Building a P2P Business Case It’s Hard To Say No To

Andy Stevenson, Head of Finance at East of England Co-op, implemented Basware last year, and in this presentation from the recent Basware Connect event, he shares with us his learnings from building the business case for a P2P solution. He can’t guarantee people won’t say no, but, he says, if you follow these steps, you are more likely to get a positive outcome.

The business case – this is the process that you are going to follow, and it takes up the bulk of the work. First you need to identify the stakeholders, both internal and external. This will involve the AP team – who in this case were going to own the process – and all business areas that will use the system and the key suppliers. Talk to them, extract their ideas.

Make sure you fully understand the current internal process: what’s still on paper, what gets typed into the ERP system, what goes off and what comes back, how long it takes to get signatures, and code and classify and what the process is for that. Map everything out, use flow diagrammes and whatever is needed to make it clear.

Then you can think about cost. What is the current cost of each invoice: personnel costs, paper, time, processing etc. Then you can show how making it smoother can save money.

Identify the challenges – where the process is currently wrong. Then you are in a better position to understand the opportunities to achieve your needs. Luckily for Andy, no-one knew what a PO system even looked like, so he was in a great position to start from.

Then think about solutions. They didn’t want something they’d have to twist and bend too much. Think about what your needs are and what is possible. And, importantly, think about the impact on the people. Think about the project risks, because it all boils down to how well it will be accepted. And remember it’s the people who will have to drive this to make it work.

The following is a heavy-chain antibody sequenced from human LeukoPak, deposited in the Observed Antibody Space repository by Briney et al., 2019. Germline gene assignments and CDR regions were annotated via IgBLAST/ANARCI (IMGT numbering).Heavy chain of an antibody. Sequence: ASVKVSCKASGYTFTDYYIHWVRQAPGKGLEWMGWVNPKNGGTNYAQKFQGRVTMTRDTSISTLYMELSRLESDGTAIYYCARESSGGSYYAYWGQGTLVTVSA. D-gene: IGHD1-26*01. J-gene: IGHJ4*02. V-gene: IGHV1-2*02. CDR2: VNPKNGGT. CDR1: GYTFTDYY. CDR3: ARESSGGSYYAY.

Then figure out what the benefit to the business will be. Do some financial analysis. He found it a challenge to take on more resource, so the value was to be found in dynamic discounts, Basware Pay, this can create a profit centre, financial control, visibility and better cash flow. But it’s not always about financial reward, he says, even if it might seem that way to senior management.

The Document – format is important, because everything feeds into this. Keep it simple, put highlights in one column, and deep dive in another. Itemise what the purchase will give you – tabulating this will have greater impact. This might include, who you’ve selected, why, what the costs are and so on, how you will deliver the project and who do the training.

The People – it’s important to get advocates – they will help spread the word. Try to choose people who have seen similar systems in the past – they will understand the benefits. Engage them early on, sell the benefits to the ‘resistance’ and talk about the future – especially to suppliers. Basware, or your provider, will help you sell it to the people.

Andy explained where they are today against where they were a year ago. We had no stock system, he says, no controllers, no PO system, apart from spreadsheets operated in silos. We had no visibility, so couldn’t understand the scale of our purchases. It was a nightmare for finance, because when suppliers rang with invoice payment queries they had no idea where it was. The answer was always – please send it again!

When he began the implementation, he says, his team were terrified of their involvement. He was seen as the bad guy. Now, he has skilled the AP team, and they now think it was the best thing they could have done. The users love the system, and find it easy to use. Financially, he is just breaking even, but it’s early days; he is expecting better cashflow and time and efficiency savings.

Andy took what he calls the ‘slow route’ to implementation. He could have just driven ahead, but chose to involve stakeholders closely. This reaped the benefit: everyone knew what was coming, and understood their involvement.

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